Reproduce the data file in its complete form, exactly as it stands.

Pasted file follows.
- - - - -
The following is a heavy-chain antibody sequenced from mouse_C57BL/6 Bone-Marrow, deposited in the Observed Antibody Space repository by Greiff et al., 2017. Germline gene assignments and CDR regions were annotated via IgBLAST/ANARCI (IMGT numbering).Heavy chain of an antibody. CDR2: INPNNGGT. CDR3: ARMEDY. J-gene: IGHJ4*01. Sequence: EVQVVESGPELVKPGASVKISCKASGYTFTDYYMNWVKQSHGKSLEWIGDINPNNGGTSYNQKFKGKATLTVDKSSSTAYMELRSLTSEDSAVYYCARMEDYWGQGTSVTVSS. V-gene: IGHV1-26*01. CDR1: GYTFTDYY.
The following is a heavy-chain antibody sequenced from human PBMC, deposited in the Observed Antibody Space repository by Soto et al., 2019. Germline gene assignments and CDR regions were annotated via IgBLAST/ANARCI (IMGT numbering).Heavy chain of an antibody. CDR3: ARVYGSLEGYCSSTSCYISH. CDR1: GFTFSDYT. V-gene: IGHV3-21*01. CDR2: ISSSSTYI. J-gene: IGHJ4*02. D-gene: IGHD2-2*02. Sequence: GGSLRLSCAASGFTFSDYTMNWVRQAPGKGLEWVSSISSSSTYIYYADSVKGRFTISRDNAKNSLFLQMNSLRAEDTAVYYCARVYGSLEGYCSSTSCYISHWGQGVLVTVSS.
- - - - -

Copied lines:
The following is a heavy-chain antibody sequenced from mouse_C57BL/6 Bone-Marrow, deposited in the Observed Antibody Space repository by Greiff et al., 2017. Germline gene assignments and CDR regions were annotated via IgBLAST/ANARCI (IMGT numbering).Heavy chain of an antibody. CDR2: INPNNGGT. CDR3: ARMEDY. J-gene: IGHJ4*01. Sequence: EVQVVESGPELVKPGASVKISCKASGYTFTDYYMNWVKQSHGKSLEWIGDINPNNGGTSYNQKFKGKATLTVDKSSSTAYMELRSLTSEDSAVYYCARMEDYWGQGTSVTVSS. V-gene: IGHV1-26*01. CDR1: GYTFTDYY.
The following is a heavy-chain antibody sequenced from human PBMC, deposited in the Observed Antibody Space repository by Soto et al., 2019. Germline gene assignments and CDR regions were annotated via IgBLAST/ANARCI (IMGT numbering).Heavy chain of an antibody. CDR3: ARVYGSLEGYCSSTSCYISH. CDR1: GFTFSDYT. V-gene: IGHV3-21*01. CDR2: ISSSSTYI. J-gene: IGHJ4*02. D-gene: IGHD2-2*02. Sequence: GGSLRLSCAASGFTFSDYTMNWVRQAPGKGLEWVSSISSSSTYIYYADSVKGRFTISRDNAKNSLFLQMNSLRAEDTAVYYCARVYGSLEGYCSSTSCYISHWGQGVLVTVSS.